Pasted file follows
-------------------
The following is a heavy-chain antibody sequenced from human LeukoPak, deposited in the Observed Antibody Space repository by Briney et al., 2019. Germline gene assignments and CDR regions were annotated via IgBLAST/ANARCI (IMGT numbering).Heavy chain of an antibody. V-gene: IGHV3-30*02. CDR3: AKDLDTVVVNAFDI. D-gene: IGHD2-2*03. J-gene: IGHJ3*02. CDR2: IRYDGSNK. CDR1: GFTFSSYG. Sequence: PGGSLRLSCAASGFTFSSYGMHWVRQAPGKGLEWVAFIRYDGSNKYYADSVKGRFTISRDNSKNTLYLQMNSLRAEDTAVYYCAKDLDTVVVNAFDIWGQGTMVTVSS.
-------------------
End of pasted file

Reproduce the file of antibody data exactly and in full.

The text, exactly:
The following is a heavy-chain antibody sequenced from human LeukoPak, deposited in the Observed Antibody Space repository by Briney et al., 2019. Germline gene assignments and CDR regions were annotated via IgBLAST/ANARCI (IMGT numbering).Heavy chain of an antibody. V-gene: IGHV3-30*02. CDR3: AKDLDTVVVNAFDI. D-gene: IGHD2-2*03. J-gene: IGHJ3*02. CDR2: IRYDGSNK. CDR1: GFTFSSYG. Sequence: PGGSLRLSCAASGFTFSSYGMHWVRQAPGKGLEWVAFIRYDGSNKYYADSVKGRFTISRDNSKNTLYLQMNSLRAEDTAVYYCAKDLDTVVVNAFDIWGQGTMVTVSS.